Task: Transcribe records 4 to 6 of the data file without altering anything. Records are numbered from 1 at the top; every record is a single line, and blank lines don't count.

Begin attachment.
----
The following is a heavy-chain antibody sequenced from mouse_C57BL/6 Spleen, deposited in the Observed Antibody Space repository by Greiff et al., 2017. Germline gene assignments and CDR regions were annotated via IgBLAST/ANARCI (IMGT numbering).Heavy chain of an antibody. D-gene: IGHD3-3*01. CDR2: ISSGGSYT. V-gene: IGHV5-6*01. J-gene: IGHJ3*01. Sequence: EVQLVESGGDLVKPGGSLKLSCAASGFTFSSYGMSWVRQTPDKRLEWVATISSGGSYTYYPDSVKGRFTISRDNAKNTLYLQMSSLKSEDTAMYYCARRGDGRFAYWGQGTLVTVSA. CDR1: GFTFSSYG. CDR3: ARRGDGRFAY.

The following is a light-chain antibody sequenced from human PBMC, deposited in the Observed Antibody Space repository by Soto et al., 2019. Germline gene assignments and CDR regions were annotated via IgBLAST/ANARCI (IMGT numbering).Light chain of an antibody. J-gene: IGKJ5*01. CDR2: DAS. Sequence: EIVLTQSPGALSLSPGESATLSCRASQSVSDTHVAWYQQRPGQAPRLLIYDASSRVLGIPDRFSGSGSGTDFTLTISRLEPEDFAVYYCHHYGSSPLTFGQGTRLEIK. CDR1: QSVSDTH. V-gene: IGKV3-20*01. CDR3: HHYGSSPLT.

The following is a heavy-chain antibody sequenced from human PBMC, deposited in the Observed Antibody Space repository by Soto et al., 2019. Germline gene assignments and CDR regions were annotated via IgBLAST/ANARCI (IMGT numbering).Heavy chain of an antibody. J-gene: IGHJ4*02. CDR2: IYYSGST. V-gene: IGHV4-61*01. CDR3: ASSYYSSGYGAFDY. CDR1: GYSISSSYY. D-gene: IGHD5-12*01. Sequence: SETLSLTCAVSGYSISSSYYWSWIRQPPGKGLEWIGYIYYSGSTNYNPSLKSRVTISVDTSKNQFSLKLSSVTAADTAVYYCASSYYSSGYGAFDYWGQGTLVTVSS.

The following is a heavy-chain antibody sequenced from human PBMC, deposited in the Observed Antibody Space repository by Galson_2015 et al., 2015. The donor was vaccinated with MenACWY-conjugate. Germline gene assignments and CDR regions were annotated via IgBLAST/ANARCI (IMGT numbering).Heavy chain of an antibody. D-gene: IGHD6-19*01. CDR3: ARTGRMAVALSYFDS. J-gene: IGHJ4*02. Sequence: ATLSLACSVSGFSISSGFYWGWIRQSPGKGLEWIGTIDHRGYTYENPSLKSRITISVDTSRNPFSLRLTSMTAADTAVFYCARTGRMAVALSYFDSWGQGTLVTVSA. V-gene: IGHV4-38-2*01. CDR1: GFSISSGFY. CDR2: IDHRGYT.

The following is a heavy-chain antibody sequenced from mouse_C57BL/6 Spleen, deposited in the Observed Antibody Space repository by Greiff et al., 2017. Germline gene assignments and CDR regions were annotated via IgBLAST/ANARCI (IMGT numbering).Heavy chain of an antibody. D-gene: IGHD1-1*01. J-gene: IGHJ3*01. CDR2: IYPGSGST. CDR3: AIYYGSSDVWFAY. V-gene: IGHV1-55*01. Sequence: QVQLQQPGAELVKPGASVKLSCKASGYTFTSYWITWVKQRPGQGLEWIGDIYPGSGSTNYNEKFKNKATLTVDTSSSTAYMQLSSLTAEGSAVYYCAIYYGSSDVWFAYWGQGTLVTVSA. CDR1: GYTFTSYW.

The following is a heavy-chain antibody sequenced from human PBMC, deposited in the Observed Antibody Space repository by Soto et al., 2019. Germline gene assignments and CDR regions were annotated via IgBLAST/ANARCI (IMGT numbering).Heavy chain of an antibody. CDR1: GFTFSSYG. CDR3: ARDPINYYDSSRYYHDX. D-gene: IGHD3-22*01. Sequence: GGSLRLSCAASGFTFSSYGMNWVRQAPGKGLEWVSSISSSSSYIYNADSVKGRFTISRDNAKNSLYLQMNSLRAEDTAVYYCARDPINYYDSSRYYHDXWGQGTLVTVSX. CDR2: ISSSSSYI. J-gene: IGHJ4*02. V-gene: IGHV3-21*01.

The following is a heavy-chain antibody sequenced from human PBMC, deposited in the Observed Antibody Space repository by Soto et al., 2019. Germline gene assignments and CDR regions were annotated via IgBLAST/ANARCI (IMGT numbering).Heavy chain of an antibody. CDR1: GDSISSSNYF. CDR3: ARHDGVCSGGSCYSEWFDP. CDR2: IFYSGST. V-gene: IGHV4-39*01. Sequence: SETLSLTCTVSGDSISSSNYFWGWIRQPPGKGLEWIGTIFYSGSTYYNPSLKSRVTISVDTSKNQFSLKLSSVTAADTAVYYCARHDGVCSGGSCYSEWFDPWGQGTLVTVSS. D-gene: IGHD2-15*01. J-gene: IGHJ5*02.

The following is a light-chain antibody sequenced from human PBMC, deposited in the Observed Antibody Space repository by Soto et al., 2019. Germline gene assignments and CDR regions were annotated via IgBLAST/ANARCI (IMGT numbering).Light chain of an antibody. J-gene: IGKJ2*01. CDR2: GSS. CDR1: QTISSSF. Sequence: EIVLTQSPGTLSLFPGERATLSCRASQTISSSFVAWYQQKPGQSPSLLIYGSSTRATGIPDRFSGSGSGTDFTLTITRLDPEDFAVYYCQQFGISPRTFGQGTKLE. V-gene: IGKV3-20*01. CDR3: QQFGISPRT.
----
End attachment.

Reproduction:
The following is a heavy-chain antibody sequenced from human PBMC, deposited in the Observed Antibody Space repository by Galson_2015 et al., 2015. The donor was vaccinated with MenACWY-conjugate. Germline gene assignments and CDR regions were annotated via IgBLAST/ANARCI (IMGT numbering).Heavy chain of an antibody. D-gene: IGHD6-19*01. CDR3: ARTGRMAVALSYFDS. J-gene: IGHJ4*02. Sequence: ATLSLACSVSGFSISSGFYWGWIRQSPGKGLEWIGTIDHRGYTYENPSLKSRITISVDTSRNPFSLRLTSMTAADTAVFYCARTGRMAVALSYFDSWGQGTLVTVSA. V-gene: IGHV4-38-2*01. CDR1: GFSISSGFY. CDR2: IDHRGYT.

The following is a heavy-chain antibody sequenced from mouse_C57BL/6 Spleen, deposited in the Observed Antibody Space repository by Greiff et al., 2017. Germline gene assignments and CDR regions were annotated via IgBLAST/ANARCI (IMGT numbering).Heavy chain of an antibody. D-gene: IGHD1-1*01. J-gene: IGHJ3*01. CDR2: IYPGSGST. CDR3: AIYYGSSDVWFAY. V-gene: IGHV1-55*01. Sequence: QVQLQQPGAELVKPGASVKLSCKASGYTFTSYWITWVKQRPGQGLEWIGDIYPGSGSTNYNEKFKNKATLTVDTSSSTAYMQLSSLTAEGSAVYYCAIYYGSSDVWFAYWGQGTLVTVSA. CDR1: GYTFTSYW.

The following is a heavy-chain antibody sequenced from human PBMC, deposited in the Observed Antibody Space repository by Soto et al., 2019. Germline gene assignments and CDR regions were annotated via IgBLAST/ANARCI (IMGT numbering).Heavy chain of an antibody. CDR1: GFTFSSYG. CDR3: ARDPINYYDSSRYYHDX. D-gene: IGHD3-22*01. Sequence: GGSLRLSCAASGFTFSSYGMNWVRQAPGKGLEWVSSISSSSSYIYNADSVKGRFTISRDNAKNSLYLQMNSLRAEDTAVYYCARDPINYYDSSRYYHDXWGQGTLVTVSX. CDR2: ISSSSSYI. J-gene: IGHJ4*02. V-gene: IGHV3-21*01.